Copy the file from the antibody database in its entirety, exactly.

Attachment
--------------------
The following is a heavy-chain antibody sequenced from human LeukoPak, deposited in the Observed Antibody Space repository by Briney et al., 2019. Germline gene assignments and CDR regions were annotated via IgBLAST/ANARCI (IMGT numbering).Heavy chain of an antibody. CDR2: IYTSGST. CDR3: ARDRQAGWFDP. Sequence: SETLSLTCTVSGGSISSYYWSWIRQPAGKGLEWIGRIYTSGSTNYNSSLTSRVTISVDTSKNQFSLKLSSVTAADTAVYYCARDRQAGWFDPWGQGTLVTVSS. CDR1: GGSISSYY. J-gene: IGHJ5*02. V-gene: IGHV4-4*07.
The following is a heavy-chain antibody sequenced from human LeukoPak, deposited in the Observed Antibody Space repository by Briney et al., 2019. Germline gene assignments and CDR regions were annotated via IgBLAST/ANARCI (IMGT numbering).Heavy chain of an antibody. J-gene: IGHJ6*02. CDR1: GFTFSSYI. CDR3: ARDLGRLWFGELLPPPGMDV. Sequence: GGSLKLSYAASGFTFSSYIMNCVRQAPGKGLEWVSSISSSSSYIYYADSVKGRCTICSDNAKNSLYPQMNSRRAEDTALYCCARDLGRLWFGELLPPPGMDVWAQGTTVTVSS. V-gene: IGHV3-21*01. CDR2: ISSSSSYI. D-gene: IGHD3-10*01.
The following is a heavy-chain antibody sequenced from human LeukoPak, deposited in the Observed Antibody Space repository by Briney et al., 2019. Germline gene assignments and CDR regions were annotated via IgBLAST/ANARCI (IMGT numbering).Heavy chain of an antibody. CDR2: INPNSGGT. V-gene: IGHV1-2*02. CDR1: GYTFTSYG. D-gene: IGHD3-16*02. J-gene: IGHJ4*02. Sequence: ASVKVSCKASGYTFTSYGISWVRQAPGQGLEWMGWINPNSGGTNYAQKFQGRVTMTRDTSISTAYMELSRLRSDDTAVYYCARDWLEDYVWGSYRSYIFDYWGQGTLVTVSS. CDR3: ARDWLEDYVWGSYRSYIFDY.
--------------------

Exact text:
The following is a heavy-chain antibody sequenced from human LeukoPak, deposited in the Observed Antibody Space repository by Briney et al., 2019. Germline gene assignments and CDR regions were annotated via IgBLAST/ANARCI (IMGT numbering).Heavy chain of an antibody. CDR2: IYTSGST. CDR3: ARDRQAGWFDP. Sequence: SETLSLTCTVSGGSISSYYWSWIRQPAGKGLEWIGRIYTSGSTNYNSSLTSRVTISVDTSKNQFSLKLSSVTAADTAVYYCARDRQAGWFDPWGQGTLVTVSS. CDR1: GGSISSYY. J-gene: IGHJ5*02. V-gene: IGHV4-4*07.
The following is a heavy-chain antibody sequenced from human LeukoPak, deposited in the Observed Antibody Space repository by Briney et al., 2019. Germline gene assignments and CDR regions were annotated via IgBLAST/ANARCI (IMGT numbering).Heavy chain of an antibody. J-gene: IGHJ6*02. CDR1: GFTFSSYI. CDR3: ARDLGRLWFGELLPPPGMDV. Sequence: GGSLKLSYAASGFTFSSYIMNCVRQAPGKGLEWVSSISSSSSYIYYADSVKGRCTICSDNAKNSLYPQMNSRRAEDTALYCCARDLGRLWFGELLPPPGMDVWAQGTTVTVSS. V-gene: IGHV3-21*01. CDR2: ISSSSSYI. D-gene: IGHD3-10*01.
The following is a heavy-chain antibody sequenced from human LeukoPak, deposited in the Observed Antibody Space repository by Briney et al., 2019. Germline gene assignments and CDR regions were annotated via IgBLAST/ANARCI (IMGT numbering).Heavy chain of an antibody. CDR2: INPNSGGT. V-gene: IGHV1-2*02. CDR1: GYTFTSYG. D-gene: IGHD3-16*02. J-gene: IGHJ4*02. Sequence: ASVKVSCKASGYTFTSYGISWVRQAPGQGLEWMGWINPNSGGTNYAQKFQGRVTMTRDTSISTAYMELSRLRSDDTAVYYCARDWLEDYVWGSYRSYIFDYWGQGTLVTVSS. CDR3: ARDWLEDYVWGSYRSYIFDY.